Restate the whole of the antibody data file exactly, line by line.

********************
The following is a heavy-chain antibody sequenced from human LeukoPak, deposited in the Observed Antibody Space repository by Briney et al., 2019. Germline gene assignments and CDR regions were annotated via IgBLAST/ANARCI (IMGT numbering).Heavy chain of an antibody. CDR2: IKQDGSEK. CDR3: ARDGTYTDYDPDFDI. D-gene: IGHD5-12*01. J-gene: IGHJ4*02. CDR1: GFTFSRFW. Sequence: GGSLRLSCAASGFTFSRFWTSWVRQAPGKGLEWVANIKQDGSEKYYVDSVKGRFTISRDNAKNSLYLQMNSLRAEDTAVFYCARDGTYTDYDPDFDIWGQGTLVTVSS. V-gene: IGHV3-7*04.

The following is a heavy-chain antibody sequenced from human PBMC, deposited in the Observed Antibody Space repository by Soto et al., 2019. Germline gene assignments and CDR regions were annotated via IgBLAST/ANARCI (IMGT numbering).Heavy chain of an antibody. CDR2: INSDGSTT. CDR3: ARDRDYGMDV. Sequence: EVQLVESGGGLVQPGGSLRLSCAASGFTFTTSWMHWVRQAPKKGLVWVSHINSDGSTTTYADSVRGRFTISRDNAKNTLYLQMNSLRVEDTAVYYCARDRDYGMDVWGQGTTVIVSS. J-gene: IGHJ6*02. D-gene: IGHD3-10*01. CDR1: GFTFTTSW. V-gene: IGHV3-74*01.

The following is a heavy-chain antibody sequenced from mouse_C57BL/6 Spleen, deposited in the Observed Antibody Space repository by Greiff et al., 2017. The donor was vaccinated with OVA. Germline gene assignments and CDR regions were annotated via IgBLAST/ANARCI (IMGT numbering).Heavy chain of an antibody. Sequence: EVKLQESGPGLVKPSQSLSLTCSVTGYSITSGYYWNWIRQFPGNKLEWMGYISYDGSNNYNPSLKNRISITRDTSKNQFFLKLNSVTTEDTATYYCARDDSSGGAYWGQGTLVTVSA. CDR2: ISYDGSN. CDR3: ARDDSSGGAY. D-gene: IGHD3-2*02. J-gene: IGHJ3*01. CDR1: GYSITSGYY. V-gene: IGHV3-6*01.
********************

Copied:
The following is a heavy-chain antibody sequenced from human LeukoPak, deposited in the Observed Antibody Space repository by Briney et al., 2019. Germline gene assignments and CDR regions were annotated via IgBLAST/ANARCI (IMGT numbering).Heavy chain of an antibody. CDR2: IKQDGSEK. CDR3: ARDGTYTDYDPDFDI. D-gene: IGHD5-12*01. J-gene: IGHJ4*02. CDR1: GFTFSRFW. Sequence: GGSLRLSCAASGFTFSRFWTSWVRQAPGKGLEWVANIKQDGSEKYYVDSVKGRFTISRDNAKNSLYLQMNSLRAEDTAVFYCARDGTYTDYDPDFDIWGQGTLVTVSS. V-gene: IGHV3-7*04.

The following is a heavy-chain antibody sequenced from human PBMC, deposited in the Observed Antibody Space repository by Soto et al., 2019. Germline gene assignments and CDR regions were annotated via IgBLAST/ANARCI (IMGT numbering).Heavy chain of an antibody. CDR2: INSDGSTT. CDR3: ARDRDYGMDV. Sequence: EVQLVESGGGLVQPGGSLRLSCAASGFTFTTSWMHWVRQAPKKGLVWVSHINSDGSTTTYADSVRGRFTISRDNAKNTLYLQMNSLRVEDTAVYYCARDRDYGMDVWGQGTTVIVSS. J-gene: IGHJ6*02. D-gene: IGHD3-10*01. CDR1: GFTFTTSW. V-gene: IGHV3-74*01.

The following is a heavy-chain antibody sequenced from mouse_C57BL/6 Spleen, deposited in the Observed Antibody Space repository by Greiff et al., 2017. The donor was vaccinated with OVA. Germline gene assignments and CDR regions were annotated via IgBLAST/ANARCI (IMGT numbering).Heavy chain of an antibody. Sequence: EVKLQESGPGLVKPSQSLSLTCSVTGYSITSGYYWNWIRQFPGNKLEWMGYISYDGSNNYNPSLKNRISITRDTSKNQFFLKLNSVTTEDTATYYCARDDSSGGAYWGQGTLVTVSA. CDR2: ISYDGSN. CDR3: ARDDSSGGAY. D-gene: IGHD3-2*02. J-gene: IGHJ3*01. CDR1: GYSITSGYY. V-gene: IGHV3-6*01.